The Last Frontier for Branchless Banking: State of Play in WAEMU

06 July 2011

We’ve been profiling the state of play of the branchless banking industry in various countries over the last few weeks. Today we look at a region of the world that is in many ways in a class by itself. The West African Economic and Monetary Union (WAEMU), or UEMOA in French, is a customs and monetary union of the republics of Benin, Burkina Faso, Côte d’Ivoire, Guinea Bissau, Mali, Niger, Senegal, and Togo. The Central Bank of West African States (BCEAO) is the common central bank of the eight member states. Here is our summary note on the branchless banking industry in WAEMU. Et voici la version en français.*

The other country notes we’ve released are for countries that are already considered middle-income or are very near to reaching this status (Brazil, Mexico, Pakistan, India, Ghana, South Africa). I would argue that WAEMU is the most challenging of the countries/regions from this list for the development of branchless banking. The 8 countries in WAEMU have a total population of 95 million and include many of the poorest countries in the world. 74% of the region’s population lives on less than $2 per day, and all countries in the region rank in the bottom 12% of countries in the human development index.

Access to finance in WAEMU is very low, even by comparison to other regions of Africa. The rate of bancarization announced by the BCEAO in December 2010 was 9.5% and 12.7% of the population had an account with an MFI.

Yet the WAEMU region has recently seen a significant amount of private sector activity in branchless banking (see a summary chart of activities). The single overarching regulatory framework in the BCEAO enables private actors to leverage regional investments at lower costs. This regional diversity also provides the opportunity to understand the impact that market aspects have on branchless banking in an environment where the regulation is constant. For these reasons, WAEMU is a unique place to push branchless banking and a region where the need for increased access to financial services is one of the greatest in the world.

Opportunities for branchless banking in WAEMU:

  • Regulation allows for nonbank e-money issuers leading to different and unique business models. The BCEAO was one of the first regulators globally to pass regulation expressly permitting nonbank e-money issuers in 2006, and it remains one of a few central banks that allow this role by nonbanks. Interestingly, none of the MNOs have opted for this license, while MNOs in other parts of the world long to have this option. Three nonbank institutions have received the e-money issuer licenses from the BCEAO. This regulation expands the realm of possibility in terms of the actors that can get involved in branchless banking and the types of services that can be offered.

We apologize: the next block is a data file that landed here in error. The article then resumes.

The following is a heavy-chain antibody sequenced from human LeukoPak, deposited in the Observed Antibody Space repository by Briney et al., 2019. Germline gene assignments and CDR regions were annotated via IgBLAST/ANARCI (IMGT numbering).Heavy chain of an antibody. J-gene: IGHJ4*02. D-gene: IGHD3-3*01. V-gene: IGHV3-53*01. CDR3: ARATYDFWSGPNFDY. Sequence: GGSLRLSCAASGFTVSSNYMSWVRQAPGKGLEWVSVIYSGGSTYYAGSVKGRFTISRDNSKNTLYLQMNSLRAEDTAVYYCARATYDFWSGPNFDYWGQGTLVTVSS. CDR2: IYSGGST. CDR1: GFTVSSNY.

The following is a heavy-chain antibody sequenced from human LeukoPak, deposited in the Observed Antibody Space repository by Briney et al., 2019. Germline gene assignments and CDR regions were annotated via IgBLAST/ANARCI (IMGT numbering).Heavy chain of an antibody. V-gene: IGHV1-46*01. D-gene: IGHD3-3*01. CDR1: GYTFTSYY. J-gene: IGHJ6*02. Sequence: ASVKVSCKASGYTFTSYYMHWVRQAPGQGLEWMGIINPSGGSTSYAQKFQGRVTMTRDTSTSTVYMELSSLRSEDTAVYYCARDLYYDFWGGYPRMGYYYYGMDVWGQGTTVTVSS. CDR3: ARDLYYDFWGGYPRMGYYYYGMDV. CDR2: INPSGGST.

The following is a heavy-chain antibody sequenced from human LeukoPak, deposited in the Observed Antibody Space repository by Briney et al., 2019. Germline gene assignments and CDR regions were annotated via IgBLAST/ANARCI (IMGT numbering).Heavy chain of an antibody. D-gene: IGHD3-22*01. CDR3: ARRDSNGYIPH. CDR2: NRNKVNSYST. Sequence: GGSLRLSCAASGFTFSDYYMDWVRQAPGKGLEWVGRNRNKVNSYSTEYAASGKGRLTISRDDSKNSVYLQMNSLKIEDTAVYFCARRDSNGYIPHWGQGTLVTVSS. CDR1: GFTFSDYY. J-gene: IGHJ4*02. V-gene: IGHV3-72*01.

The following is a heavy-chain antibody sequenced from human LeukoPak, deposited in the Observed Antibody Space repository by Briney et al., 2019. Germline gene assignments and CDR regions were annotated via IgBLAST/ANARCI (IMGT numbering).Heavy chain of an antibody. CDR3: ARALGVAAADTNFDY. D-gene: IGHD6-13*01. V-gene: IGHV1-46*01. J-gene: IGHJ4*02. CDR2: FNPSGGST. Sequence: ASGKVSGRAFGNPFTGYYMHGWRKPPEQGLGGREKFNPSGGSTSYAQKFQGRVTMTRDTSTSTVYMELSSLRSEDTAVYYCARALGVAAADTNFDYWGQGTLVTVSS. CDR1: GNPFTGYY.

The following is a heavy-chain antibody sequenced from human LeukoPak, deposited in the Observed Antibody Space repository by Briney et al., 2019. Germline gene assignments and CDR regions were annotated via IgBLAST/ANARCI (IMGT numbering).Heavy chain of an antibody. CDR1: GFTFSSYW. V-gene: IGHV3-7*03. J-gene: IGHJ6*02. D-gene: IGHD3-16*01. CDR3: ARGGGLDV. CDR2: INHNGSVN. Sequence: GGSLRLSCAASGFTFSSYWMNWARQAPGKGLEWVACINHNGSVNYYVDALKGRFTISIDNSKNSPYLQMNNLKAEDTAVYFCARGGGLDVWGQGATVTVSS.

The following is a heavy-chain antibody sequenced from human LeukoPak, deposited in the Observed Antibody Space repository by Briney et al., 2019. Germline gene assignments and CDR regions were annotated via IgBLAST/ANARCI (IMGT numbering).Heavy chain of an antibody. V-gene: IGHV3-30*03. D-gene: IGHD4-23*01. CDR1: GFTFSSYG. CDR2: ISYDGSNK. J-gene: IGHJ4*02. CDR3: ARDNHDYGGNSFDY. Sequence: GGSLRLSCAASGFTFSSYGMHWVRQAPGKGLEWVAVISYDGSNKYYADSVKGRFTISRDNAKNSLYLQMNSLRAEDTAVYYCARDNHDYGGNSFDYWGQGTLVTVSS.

• Regional players are big and can leverage their investments leading to greater outreach and scale. Regional players have the scale to dominate in the WAEMU region. There are 17 MNOs operating in the region with 53% mobile penetration. Four of these MNOs are present in at least two countries (Orange, MTN, Etisalat, and Airtel…see a summary chart of the telco market in WAEMU). The large regional African banks are all present in several countries (Attijariwafa Bank, Ecobank, United Bank for Africa (UBA), and Bank of Africa (BOA). These companies are potentially able to leverage an initially high up-front investment in one country into expansion to other countries in the region.
  • Regional remittances represent a major monetary flow which serves as a driver for adoption. The flow of remittances both within the WAEMU region and internationally represents a large portion of the movement of money and is a logical place for branchless banking services to add value in terms of cost, convenience and security. Côte d’Ivoire is the dominant country that sends money to other countries in the sub-region, concentrating a third of all flows. International flows especially to and from Europe (and France in particular) and the United States are significant. The World Bank estimates that bilateral remittance flows from France to the eight WAEMU countries totaled $531 million in 2010.

Challenges for branchless banking in WAEMU:

  • Underdeveloped distribution networks. The level of sophistication of distribution networks and how these networks are leveraged to create and nurture agent networks directly correlates with the success of branchless banking deployments. The lack of a fully developed, fast moving consumer goods (FMCG) market in WAEMU (especially in Burkina Faso and Mali, more so than in Senegal) makes branchless banking agent networks difficult to develop. Possible partnerships for agents are limited as are the actual agent locations themselves.
  • Lack of retail banking expertise among the commercial banks. While banks are usually more cautious than other actors in the branchless banking industry, within WAEMU, this is all the more accentuated by the small amount of retail banking that most commercial banks actually do. Microfinance institutions have been the only financial institutions attempting to reach down-market, and this has not reached substantial scale.